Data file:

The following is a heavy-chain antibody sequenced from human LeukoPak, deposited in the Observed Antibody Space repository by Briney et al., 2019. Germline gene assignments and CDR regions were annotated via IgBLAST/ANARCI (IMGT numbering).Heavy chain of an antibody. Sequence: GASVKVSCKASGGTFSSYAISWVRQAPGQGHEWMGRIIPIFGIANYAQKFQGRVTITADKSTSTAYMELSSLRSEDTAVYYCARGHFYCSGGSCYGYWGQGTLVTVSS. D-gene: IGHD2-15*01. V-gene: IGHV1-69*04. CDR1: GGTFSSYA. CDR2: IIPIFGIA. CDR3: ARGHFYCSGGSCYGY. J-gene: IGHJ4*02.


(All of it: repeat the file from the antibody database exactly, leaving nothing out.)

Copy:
The following is a heavy-chain antibody sequenced from human LeukoPak, deposited in the Observed Antibody Space repository by Briney et al., 2019. Germline gene assignments and CDR regions were annotated via IgBLAST/ANARCI (IMGT numbering).Heavy chain of an antibody. Sequence: GASVKVSCKASGGTFSSYAISWVRQAPGQGHEWMGRIIPIFGIANYAQKFQGRVTITADKSTSTAYMELSSLRSEDTAVYYCARGHFYCSGGSCYGYWGQGTLVTVSS. D-gene: IGHD2-15*01. V-gene: IGHV1-69*04. CDR1: GGTFSSYA. CDR2: IIPIFGIA. CDR3: ARGHFYCSGGSCYGY. J-gene: IGHJ4*02.